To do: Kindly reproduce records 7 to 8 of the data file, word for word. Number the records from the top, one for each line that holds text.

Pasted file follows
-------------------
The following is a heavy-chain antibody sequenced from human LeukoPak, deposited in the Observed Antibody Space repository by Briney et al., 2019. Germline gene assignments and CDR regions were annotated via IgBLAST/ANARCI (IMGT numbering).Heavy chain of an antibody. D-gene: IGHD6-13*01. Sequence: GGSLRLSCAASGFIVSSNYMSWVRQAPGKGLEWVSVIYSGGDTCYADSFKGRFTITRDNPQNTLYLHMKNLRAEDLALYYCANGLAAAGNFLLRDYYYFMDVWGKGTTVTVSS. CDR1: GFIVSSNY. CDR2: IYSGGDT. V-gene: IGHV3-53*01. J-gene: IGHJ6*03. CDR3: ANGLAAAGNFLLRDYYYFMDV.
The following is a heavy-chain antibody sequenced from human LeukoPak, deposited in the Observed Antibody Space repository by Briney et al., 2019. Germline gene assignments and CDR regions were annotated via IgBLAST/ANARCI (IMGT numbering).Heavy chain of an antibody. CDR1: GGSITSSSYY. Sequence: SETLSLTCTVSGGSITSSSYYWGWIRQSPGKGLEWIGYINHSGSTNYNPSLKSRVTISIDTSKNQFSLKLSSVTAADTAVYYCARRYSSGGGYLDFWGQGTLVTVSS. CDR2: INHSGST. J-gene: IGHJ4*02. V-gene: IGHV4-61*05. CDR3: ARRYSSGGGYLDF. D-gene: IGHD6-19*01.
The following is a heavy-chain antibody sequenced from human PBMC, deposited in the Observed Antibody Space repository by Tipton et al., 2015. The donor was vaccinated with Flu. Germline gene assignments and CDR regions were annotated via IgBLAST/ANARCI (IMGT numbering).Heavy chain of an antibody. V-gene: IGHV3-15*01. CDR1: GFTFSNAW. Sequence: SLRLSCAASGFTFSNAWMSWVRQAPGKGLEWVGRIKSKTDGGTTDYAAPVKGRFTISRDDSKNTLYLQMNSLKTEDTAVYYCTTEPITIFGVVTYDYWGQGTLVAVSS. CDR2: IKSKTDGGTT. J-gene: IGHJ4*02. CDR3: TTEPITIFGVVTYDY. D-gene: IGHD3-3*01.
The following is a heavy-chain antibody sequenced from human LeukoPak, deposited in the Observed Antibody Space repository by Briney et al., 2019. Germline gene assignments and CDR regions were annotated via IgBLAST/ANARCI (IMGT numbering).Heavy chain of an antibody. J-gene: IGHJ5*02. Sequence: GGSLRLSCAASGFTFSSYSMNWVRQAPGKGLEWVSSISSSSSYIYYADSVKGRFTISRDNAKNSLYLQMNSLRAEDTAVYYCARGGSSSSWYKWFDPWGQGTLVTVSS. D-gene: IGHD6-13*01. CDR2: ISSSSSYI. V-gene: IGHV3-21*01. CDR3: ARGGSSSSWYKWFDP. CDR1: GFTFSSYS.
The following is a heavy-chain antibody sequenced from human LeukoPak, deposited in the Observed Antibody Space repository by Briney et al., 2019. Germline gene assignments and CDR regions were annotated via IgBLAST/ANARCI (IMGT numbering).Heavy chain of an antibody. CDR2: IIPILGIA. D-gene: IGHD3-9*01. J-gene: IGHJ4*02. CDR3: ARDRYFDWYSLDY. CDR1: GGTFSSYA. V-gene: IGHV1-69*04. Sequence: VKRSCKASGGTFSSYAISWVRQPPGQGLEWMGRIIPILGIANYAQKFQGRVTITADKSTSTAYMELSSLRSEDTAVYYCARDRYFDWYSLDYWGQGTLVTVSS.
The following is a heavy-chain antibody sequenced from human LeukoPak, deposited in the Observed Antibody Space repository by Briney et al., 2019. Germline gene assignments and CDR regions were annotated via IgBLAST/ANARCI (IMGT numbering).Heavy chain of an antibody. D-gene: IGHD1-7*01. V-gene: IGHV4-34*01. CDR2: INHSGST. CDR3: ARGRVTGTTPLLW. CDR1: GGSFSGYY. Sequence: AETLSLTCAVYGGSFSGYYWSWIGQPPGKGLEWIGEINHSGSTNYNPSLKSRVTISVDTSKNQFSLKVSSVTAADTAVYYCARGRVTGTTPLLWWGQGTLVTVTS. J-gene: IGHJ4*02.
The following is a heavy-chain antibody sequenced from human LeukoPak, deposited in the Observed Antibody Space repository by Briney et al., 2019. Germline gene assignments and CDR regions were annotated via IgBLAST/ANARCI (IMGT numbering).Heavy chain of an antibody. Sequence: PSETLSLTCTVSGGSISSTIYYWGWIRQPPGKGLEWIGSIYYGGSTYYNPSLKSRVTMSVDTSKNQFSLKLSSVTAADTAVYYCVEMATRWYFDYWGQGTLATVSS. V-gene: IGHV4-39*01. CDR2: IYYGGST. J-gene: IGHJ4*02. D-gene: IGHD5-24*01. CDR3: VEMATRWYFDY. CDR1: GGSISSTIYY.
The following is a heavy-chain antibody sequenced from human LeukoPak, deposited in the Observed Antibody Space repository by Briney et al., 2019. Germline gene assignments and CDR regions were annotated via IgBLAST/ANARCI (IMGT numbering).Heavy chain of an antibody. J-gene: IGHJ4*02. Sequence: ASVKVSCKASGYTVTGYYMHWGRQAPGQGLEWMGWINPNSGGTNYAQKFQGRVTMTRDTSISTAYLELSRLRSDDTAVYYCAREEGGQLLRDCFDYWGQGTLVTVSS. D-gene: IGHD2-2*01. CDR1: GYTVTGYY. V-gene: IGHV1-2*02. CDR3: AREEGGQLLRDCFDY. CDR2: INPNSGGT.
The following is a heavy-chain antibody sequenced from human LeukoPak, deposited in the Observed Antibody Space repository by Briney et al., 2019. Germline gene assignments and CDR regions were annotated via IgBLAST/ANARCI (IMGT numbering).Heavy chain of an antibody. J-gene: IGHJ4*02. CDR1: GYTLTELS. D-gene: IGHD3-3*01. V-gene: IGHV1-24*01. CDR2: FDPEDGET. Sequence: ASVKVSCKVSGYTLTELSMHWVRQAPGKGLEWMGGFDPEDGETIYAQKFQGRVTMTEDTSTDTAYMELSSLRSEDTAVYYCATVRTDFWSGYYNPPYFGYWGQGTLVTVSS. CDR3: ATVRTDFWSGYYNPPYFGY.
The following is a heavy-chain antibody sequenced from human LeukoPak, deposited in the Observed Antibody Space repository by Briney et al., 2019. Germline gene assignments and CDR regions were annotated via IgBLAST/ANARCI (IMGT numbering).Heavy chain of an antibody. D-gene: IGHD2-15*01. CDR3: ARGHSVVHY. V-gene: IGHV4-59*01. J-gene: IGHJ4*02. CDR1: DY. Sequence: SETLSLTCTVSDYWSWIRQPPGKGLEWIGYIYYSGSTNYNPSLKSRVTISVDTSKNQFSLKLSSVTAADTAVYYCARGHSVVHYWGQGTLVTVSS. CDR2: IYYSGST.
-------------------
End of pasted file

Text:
The following is a heavy-chain antibody sequenced from human LeukoPak, deposited in the Observed Antibody Space repository by Briney et al., 2019. Germline gene assignments and CDR regions were annotated via IgBLAST/ANARCI (IMGT numbering).Heavy chain of an antibody. Sequence: PSETLSLTCTVSGGSISSTIYYWGWIRQPPGKGLEWIGSIYYGGSTYYNPSLKSRVTMSVDTSKNQFSLKLSSVTAADTAVYYCVEMATRWYFDYWGQGTLATVSS. V-gene: IGHV4-39*01. CDR2: IYYGGST. J-gene: IGHJ4*02. D-gene: IGHD5-24*01. CDR3: VEMATRWYFDY. CDR1: GGSISSTIYY.
The following is a heavy-chain antibody sequenced from human LeukoPak, deposited in the Observed Antibody Space repository by Briney et al., 2019. Germline gene assignments and CDR regions were annotated via IgBLAST/ANARCI (IMGT numbering).Heavy chain of an antibody. J-gene: IGHJ4*02. Sequence: ASVKVSCKASGYTVTGYYMHWGRQAPGQGLEWMGWINPNSGGTNYAQKFQGRVTMTRDTSISTAYLELSRLRSDDTAVYYCAREEGGQLLRDCFDYWGQGTLVTVSS. D-gene: IGHD2-2*01. CDR1: GYTVTGYY. V-gene: IGHV1-2*02. CDR3: AREEGGQLLRDCFDY. CDR2: INPNSGGT.